Authors: Blanca Orúe, Jon Lopez, Gala Moreno, Josu Santiago, Guillermo Boyra, Maria Soto, Hilario Murua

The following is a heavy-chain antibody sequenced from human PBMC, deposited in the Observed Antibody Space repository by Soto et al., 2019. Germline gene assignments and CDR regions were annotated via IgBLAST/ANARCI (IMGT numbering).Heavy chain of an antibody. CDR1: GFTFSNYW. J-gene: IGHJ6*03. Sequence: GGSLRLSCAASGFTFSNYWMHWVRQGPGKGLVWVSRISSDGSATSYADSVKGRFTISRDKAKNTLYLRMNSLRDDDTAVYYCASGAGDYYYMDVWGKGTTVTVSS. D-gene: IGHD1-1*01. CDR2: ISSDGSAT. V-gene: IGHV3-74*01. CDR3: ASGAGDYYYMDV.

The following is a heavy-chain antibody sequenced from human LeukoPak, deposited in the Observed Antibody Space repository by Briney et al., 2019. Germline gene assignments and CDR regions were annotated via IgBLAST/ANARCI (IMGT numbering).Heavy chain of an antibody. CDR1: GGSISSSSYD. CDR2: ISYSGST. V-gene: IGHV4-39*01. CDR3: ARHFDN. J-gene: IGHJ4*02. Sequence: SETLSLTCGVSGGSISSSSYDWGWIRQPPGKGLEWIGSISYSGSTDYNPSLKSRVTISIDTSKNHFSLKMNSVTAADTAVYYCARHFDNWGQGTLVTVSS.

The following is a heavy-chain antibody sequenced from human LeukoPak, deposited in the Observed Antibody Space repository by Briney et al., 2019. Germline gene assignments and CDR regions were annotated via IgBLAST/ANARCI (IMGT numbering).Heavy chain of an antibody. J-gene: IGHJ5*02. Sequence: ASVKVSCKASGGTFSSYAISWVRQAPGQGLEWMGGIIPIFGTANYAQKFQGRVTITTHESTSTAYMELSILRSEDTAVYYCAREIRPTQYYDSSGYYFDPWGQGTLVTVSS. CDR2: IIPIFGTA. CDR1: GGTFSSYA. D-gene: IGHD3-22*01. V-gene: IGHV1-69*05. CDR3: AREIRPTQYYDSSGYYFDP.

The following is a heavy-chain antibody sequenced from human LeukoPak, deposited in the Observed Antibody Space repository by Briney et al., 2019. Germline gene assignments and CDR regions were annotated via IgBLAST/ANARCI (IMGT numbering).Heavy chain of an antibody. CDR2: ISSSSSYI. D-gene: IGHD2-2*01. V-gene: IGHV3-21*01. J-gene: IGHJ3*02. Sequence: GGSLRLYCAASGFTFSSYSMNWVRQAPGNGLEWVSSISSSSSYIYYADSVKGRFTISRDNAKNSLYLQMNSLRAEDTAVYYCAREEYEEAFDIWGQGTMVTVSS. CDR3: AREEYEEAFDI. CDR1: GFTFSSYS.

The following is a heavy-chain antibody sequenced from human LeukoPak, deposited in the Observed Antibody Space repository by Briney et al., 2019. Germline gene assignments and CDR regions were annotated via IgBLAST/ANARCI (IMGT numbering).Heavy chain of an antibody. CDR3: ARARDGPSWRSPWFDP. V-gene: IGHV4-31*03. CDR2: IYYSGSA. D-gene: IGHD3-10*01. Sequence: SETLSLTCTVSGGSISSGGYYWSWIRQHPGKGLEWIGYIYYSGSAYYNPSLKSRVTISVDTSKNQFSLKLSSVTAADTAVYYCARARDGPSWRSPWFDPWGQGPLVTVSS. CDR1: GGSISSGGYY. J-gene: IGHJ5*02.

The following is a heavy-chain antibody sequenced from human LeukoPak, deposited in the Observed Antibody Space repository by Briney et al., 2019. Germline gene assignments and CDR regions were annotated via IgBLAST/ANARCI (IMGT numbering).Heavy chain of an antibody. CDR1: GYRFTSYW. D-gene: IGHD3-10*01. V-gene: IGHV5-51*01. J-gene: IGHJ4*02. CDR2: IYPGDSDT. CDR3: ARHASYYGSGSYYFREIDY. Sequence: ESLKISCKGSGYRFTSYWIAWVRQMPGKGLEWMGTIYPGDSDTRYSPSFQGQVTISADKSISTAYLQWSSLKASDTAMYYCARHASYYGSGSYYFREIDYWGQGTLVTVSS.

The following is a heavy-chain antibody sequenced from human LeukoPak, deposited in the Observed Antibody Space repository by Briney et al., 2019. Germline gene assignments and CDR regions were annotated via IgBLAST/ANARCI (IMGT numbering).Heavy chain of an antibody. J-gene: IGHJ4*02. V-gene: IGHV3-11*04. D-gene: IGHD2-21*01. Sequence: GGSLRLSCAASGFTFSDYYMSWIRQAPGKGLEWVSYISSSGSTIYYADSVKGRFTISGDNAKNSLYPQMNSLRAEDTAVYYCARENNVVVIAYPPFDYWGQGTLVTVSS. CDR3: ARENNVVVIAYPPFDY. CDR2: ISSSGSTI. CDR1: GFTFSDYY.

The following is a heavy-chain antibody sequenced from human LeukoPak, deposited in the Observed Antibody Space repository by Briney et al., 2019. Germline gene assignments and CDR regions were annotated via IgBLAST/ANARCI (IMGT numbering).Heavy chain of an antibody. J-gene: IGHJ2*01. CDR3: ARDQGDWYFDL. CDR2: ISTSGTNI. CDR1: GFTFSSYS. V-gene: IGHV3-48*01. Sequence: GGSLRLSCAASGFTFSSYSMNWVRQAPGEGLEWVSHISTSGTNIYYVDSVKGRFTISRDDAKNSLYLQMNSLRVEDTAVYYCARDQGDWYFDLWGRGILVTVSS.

Content: The majority of the drifting fish aggregating devices (DFADs) used by the industrial tropical tuna purse seine fishery are deployed with satellite linked echo-sounder buoys. These buoys provide information on the accurate geo-location of the floating object and estimates of fish biomass underneath the DFAD. However, current echo-sounder buoys do not provide information on species or size composition under the DFADs. The aim of this study is to progress towards improved remote biomass estimates using the previous models proposed in the field, based on existing knowledge of the vertical distribution of non-tuna and tuna species at DFADs and mixed species target strengths (TS) and weights. Aiming to this objective, we use 287 fishing set information and their corresponding acoustic samples from echo-sounder buoys prior to the fishing set in the Indian Ocean. Results show that manufacturer’s biomass estimates generally improve, being this improvement more pronounced in NW Seychelles and in Mozambique Channel. However, the improvement of the biomass estimates is not as large as expected, so it can be further improved, indicating that the large spatio-temporal variability in the Indian Ocean is not easily considered with a single model. Potential reasons driving echo-sounder buoy estimates variability, as well as the limitations encountered with these devices are discussed, including the lack of consistent TS values for tropical tunas, among others.